Dressed in her pajamas, she stood in front of her hotel room door, horrified when Halten walked in. She was watching her favorite movie “The Sound of Music”. She knew what he was going to do and felt powerless to stop him. Then, she explained before the Public Prosecution Office and in her lawsuit, he pierced her with his hands.
The next day, I could barely put a ball over the net during the tournament. He scolded her and told her to stay away from what happened.
She returned to San Diego broken. Days later, back in Kansas City, unable to sleep, eat or do homework and dread an upcoming trip with Haultain for a tournament in Portugal, Jensen answered yes when she asked her older sister if her coach had abused her. Then her sister told her parents.
Jensen immediately stopped training with Haultain. Her parents encouraged her to keep playing, so as not to let Haultain steal her love for the game. They were not aware of the full extent of the violations because they did not press her for details. So they tried to minimize the trauma by dealing with it privately, she said.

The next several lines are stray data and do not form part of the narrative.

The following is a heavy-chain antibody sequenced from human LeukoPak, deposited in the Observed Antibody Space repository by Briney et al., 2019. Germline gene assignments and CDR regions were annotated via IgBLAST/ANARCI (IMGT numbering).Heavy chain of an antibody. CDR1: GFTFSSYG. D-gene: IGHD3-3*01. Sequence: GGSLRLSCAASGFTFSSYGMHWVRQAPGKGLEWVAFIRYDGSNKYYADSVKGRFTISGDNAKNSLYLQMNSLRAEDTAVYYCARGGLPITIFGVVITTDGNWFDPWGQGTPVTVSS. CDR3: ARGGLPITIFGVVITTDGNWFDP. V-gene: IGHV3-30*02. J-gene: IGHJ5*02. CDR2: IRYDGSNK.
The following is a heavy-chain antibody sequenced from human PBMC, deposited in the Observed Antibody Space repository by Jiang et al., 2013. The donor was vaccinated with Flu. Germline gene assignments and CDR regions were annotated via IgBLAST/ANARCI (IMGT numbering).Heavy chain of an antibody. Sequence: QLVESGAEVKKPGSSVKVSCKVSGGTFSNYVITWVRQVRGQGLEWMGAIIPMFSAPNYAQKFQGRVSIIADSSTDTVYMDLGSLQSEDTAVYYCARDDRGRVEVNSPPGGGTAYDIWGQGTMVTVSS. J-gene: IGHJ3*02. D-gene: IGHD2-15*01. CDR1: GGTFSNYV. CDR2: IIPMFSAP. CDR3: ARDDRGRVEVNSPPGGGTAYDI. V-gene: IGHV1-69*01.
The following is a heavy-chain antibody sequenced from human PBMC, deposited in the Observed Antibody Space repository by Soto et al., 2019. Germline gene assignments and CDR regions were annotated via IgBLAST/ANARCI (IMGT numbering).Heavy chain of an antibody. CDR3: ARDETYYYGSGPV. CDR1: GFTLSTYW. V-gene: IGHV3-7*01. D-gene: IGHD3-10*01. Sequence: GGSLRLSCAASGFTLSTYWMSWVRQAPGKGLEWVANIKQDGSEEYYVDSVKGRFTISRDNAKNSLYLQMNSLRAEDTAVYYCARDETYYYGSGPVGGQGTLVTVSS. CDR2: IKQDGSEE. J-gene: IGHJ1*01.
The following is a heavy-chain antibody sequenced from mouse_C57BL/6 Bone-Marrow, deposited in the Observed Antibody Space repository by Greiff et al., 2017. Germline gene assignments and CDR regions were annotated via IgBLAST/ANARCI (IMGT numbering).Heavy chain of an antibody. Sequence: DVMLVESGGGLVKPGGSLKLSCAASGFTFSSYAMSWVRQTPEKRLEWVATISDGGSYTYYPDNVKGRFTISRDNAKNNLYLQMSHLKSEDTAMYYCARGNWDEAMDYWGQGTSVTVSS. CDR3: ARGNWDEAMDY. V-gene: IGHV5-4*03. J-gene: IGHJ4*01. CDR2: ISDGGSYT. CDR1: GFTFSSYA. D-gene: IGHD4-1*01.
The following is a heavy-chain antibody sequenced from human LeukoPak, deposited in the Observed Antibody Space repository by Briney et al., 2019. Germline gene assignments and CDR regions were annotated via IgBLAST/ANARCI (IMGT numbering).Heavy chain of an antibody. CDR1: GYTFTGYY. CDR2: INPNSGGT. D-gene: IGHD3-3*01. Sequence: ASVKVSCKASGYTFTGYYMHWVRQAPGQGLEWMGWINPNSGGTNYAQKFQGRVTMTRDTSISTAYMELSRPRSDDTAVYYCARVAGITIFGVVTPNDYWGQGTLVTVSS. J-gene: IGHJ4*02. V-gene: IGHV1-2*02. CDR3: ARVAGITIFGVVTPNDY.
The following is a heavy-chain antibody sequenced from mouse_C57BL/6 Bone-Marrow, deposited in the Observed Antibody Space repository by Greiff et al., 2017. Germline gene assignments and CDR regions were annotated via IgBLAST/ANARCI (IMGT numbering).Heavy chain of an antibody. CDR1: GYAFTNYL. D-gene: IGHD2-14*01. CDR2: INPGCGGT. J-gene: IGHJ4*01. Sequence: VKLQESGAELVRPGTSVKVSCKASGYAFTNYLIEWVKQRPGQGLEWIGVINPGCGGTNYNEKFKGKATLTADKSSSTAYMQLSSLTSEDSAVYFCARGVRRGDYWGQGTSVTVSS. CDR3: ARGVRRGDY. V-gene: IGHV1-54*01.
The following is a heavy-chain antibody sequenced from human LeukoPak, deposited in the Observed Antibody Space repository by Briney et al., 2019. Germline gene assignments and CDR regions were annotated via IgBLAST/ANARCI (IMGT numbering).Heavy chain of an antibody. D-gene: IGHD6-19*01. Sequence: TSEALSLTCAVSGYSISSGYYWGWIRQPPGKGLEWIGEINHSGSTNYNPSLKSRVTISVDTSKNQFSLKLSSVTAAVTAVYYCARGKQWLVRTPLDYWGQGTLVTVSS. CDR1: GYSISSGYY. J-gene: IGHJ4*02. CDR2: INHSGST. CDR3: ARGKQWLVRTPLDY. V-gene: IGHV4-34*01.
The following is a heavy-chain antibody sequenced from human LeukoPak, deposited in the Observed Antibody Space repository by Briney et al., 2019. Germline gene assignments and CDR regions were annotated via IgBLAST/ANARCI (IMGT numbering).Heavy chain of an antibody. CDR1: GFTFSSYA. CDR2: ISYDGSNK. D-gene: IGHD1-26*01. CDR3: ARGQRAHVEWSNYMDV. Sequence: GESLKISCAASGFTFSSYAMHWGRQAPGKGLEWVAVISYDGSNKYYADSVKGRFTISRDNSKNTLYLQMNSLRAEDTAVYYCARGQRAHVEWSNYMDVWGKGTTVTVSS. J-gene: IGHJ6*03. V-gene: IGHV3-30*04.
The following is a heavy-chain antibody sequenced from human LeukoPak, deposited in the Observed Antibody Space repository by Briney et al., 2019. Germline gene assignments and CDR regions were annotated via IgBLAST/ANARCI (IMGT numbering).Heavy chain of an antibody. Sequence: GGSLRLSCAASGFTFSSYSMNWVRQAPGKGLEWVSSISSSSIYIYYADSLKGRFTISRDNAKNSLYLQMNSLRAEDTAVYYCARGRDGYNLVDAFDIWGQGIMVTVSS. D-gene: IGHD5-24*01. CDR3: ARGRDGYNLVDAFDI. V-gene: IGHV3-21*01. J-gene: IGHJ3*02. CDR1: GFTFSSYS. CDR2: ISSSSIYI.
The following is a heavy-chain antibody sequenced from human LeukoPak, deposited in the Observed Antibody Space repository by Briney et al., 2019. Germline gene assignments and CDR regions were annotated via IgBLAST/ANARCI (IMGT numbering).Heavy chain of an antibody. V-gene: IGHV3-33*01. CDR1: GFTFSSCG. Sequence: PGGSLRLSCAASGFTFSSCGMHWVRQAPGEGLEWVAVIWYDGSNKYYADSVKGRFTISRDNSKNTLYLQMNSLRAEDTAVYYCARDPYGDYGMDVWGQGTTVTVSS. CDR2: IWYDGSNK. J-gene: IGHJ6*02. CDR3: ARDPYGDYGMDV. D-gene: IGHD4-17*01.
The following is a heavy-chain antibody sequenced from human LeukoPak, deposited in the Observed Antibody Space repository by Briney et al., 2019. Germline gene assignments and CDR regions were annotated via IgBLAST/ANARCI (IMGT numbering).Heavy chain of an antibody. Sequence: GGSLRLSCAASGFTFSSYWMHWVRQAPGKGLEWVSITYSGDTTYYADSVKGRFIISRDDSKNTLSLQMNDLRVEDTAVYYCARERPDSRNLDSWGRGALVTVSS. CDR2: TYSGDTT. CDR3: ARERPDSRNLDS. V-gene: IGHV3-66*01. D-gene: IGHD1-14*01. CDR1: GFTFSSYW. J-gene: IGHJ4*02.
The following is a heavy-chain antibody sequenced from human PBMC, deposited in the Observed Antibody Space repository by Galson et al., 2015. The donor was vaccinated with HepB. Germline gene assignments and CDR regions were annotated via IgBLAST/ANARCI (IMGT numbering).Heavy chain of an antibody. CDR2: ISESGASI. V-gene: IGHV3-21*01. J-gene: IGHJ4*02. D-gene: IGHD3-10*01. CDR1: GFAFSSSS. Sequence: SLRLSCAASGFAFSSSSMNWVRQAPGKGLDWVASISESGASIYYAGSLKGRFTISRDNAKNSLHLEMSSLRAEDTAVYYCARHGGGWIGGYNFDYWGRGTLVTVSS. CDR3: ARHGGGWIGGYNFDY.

Fred Jensen now realizes how terrible something went wrong, for his daughter and the safety of the other children. His instinct told him to protect his unknown daughter, to try, in his words, to “train her to,” and “engineer her back to normalcy” and rescue her from the blame and abuse inflicted on so many sexual assault survivors. This was the exact opposite of what his daughter needed, which was disclosure, the involvement of the police, and, ultimately, justice.
“Predators depend on you not going after something like that,” he said.
However, in the summer of 2010, Jensen told the teacher what these two had done to her. The teacher had to report it to the police, and he did.
Jensen now realizes that Haultain is basically brainwashed, and that he was very good at getting what he wanted, like many predators.
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